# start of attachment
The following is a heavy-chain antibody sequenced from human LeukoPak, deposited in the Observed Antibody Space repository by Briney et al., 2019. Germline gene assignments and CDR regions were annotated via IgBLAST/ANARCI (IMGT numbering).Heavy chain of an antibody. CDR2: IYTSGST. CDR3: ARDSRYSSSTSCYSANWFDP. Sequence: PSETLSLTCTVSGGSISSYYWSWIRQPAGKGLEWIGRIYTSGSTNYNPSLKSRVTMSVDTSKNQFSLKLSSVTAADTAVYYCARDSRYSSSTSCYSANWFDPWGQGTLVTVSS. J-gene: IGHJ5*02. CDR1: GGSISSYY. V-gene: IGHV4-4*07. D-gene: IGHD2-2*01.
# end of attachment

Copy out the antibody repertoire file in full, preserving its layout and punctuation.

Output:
The following is a heavy-chain antibody sequenced from human LeukoPak, deposited in the Observed Antibody Space repository by Briney et al., 2019. Germline gene assignments and CDR regions were annotated via IgBLAST/ANARCI (IMGT numbering).Heavy chain of an antibody. CDR2: IYTSGST. CDR3: ARDSRYSSSTSCYSANWFDP. Sequence: PSETLSLTCTVSGGSISSYYWSWIRQPAGKGLEWIGRIYTSGSTNYNPSLKSRVTMSVDTSKNQFSLKLSSVTAADTAVYYCARDSRYSSSTSCYSANWFDPWGQGTLVTVSS. J-gene: IGHJ5*02. CDR1: GGSISSYY. V-gene: IGHV4-4*07. D-gene: IGHD2-2*01.